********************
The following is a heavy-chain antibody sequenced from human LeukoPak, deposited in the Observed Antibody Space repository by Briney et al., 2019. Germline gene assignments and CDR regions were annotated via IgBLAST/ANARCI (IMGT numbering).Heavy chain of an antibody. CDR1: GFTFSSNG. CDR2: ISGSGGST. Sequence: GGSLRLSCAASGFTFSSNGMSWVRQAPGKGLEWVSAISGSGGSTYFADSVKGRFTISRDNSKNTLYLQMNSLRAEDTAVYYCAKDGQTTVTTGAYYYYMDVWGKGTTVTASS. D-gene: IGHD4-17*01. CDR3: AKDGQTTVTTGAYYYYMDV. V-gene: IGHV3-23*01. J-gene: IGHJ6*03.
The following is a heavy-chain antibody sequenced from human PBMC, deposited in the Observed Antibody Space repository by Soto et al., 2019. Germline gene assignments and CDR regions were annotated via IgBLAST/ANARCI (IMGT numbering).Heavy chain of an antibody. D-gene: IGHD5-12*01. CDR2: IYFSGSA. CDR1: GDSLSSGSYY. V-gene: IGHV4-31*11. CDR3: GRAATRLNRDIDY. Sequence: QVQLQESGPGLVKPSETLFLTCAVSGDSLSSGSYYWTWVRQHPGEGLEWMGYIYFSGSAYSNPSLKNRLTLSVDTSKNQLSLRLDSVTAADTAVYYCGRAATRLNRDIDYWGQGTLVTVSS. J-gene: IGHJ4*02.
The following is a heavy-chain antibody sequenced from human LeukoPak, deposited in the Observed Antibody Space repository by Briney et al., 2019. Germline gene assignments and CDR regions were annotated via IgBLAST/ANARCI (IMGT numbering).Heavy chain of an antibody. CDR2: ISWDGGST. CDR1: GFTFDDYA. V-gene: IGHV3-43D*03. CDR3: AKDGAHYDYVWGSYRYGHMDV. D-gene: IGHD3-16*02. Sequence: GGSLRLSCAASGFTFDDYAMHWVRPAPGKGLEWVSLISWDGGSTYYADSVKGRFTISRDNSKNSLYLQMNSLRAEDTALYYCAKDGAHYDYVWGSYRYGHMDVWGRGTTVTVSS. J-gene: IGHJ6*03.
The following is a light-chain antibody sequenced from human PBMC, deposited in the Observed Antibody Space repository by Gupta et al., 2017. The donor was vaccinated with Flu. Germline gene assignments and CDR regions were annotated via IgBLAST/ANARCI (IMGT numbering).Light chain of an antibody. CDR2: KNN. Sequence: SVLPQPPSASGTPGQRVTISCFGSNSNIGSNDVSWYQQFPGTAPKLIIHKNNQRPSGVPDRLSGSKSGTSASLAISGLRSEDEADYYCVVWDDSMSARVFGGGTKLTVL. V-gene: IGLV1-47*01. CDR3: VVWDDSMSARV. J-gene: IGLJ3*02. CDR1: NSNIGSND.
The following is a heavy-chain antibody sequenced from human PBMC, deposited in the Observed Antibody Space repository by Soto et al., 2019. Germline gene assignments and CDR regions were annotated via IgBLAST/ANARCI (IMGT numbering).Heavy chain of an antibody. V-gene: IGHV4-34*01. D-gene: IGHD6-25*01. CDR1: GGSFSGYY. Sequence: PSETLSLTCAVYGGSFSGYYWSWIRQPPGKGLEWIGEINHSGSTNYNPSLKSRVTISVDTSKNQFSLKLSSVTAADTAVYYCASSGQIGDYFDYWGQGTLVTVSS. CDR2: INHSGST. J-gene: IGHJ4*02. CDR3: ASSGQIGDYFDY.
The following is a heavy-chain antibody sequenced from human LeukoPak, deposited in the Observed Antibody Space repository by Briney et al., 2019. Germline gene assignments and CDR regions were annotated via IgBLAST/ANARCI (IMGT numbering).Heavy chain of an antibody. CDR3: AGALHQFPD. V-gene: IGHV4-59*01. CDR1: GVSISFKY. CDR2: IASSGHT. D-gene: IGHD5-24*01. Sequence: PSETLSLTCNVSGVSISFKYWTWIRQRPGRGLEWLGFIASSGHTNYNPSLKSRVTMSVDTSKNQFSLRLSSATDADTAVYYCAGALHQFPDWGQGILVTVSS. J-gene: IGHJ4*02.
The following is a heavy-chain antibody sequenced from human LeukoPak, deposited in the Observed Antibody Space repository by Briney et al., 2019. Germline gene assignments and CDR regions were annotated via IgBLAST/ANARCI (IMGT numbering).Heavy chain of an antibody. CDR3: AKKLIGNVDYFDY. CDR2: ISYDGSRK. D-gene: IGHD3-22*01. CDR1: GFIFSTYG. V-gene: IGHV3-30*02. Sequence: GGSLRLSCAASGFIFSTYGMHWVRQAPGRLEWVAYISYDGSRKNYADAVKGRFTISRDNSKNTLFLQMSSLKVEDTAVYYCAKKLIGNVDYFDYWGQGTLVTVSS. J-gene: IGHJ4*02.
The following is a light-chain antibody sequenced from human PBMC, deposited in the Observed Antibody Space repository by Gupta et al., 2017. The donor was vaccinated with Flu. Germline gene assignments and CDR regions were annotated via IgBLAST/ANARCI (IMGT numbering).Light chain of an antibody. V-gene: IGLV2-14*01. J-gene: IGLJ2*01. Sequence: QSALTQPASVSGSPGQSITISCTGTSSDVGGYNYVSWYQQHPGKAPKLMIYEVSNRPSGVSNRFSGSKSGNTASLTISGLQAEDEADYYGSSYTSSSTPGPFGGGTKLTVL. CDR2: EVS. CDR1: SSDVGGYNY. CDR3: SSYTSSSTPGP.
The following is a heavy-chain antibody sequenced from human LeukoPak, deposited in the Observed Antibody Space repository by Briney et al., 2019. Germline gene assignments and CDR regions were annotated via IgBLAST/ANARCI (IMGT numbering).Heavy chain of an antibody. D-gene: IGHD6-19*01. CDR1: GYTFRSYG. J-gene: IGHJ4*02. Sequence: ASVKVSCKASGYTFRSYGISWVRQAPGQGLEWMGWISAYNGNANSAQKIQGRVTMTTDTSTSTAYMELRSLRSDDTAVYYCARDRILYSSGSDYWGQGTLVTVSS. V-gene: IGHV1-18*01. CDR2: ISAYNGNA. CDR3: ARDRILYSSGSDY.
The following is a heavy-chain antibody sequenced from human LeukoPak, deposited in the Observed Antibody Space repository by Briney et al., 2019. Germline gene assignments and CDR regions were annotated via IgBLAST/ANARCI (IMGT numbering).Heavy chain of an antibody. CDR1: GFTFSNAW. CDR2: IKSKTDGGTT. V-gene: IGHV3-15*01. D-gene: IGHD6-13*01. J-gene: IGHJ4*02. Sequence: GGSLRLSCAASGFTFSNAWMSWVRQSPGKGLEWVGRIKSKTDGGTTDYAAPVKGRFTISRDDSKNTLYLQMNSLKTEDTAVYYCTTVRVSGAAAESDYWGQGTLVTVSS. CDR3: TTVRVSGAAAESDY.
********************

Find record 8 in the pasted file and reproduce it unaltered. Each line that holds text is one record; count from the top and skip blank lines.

The following is a light-chain antibody sequenced from human PBMC, deposited in the Observed Antibody Space repository by Gupta et al., 2017. The donor was vaccinated with Flu. Germline gene assignments and CDR regions were annotated via IgBLAST/ANARCI (IMGT numbering).Light chain of an antibody. V-gene: IGLV2-14*01. J-gene: IGLJ2*01. Sequence: QSALTQPASVSGSPGQSITISCTGTSSDVGGYNYVSWYQQHPGKAPKLMIYEVSNRPSGVSNRFSGSKSGNTASLTISGLQAEDEADYYGSSYTSSSTPGPFGGGTKLTVL. CDR2: EVS. CDR1: SSDVGGYNY. CDR3: SSYTSSSTPGP.